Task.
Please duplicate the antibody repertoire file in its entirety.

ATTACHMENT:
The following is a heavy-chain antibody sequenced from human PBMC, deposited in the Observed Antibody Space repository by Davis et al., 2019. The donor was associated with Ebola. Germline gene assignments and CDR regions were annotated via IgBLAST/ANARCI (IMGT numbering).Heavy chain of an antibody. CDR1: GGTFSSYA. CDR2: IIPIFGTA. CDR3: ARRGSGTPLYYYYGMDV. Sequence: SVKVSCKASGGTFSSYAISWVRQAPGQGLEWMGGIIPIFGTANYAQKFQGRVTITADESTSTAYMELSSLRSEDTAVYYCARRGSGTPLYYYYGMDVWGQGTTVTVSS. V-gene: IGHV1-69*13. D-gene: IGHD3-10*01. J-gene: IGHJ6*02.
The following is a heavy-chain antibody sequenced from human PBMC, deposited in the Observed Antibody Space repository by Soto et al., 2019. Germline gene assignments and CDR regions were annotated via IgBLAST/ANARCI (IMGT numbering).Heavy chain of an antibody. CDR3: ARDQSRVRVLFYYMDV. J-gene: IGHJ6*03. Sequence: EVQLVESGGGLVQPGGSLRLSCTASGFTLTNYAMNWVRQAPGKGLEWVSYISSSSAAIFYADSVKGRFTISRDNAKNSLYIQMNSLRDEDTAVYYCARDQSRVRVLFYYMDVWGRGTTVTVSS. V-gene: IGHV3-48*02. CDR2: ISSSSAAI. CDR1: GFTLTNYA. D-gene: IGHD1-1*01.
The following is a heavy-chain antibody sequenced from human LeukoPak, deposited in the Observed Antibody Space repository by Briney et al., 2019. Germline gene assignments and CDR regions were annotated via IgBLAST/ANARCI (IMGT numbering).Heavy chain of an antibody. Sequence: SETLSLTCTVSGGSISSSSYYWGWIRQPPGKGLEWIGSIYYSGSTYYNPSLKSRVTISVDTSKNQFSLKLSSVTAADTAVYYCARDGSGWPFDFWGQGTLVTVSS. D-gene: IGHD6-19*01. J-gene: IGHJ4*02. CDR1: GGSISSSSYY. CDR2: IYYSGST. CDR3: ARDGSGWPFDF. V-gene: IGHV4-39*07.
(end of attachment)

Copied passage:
The following is a heavy-chain antibody sequenced from human PBMC, deposited in the Observed Antibody Space repository by Davis et al., 2019. The donor was associated with Ebola. Germline gene assignments and CDR regions were annotated via IgBLAST/ANARCI (IMGT numbering).Heavy chain of an antibody. CDR1: GGTFSSYA. CDR2: IIPIFGTA. CDR3: ARRGSGTPLYYYYGMDV. Sequence: SVKVSCKASGGTFSSYAISWVRQAPGQGLEWMGGIIPIFGTANYAQKFQGRVTITADESTSTAYMELSSLRSEDTAVYYCARRGSGTPLYYYYGMDVWGQGTTVTVSS. V-gene: IGHV1-69*13. D-gene: IGHD3-10*01. J-gene: IGHJ6*02.
The following is a heavy-chain antibody sequenced from human PBMC, deposited in the Observed Antibody Space repository by Soto et al., 2019. Germline gene assignments and CDR regions were annotated via IgBLAST/ANARCI (IMGT numbering).Heavy chain of an antibody. CDR3: ARDQSRVRVLFYYMDV. J-gene: IGHJ6*03. Sequence: EVQLVESGGGLVQPGGSLRLSCTASGFTLTNYAMNWVRQAPGKGLEWVSYISSSSAAIFYADSVKGRFTISRDNAKNSLYIQMNSLRDEDTAVYYCARDQSRVRVLFYYMDVWGRGTTVTVSS. V-gene: IGHV3-48*02. CDR2: ISSSSAAI. CDR1: GFTLTNYA. D-gene: IGHD1-1*01.
The following is a heavy-chain antibody sequenced from human LeukoPak, deposited in the Observed Antibody Space repository by Briney et al., 2019. Germline gene assignments and CDR regions were annotated via IgBLAST/ANARCI (IMGT numbering).Heavy chain of an antibody. Sequence: SETLSLTCTVSGGSISSSSYYWGWIRQPPGKGLEWIGSIYYSGSTYYNPSLKSRVTISVDTSKNQFSLKLSSVTAADTAVYYCARDGSGWPFDFWGQGTLVTVSS. D-gene: IGHD6-19*01. J-gene: IGHJ4*02. CDR1: GGSISSSSYY. CDR2: IYYSGST. CDR3: ARDGSGWPFDF. V-gene: IGHV4-39*07.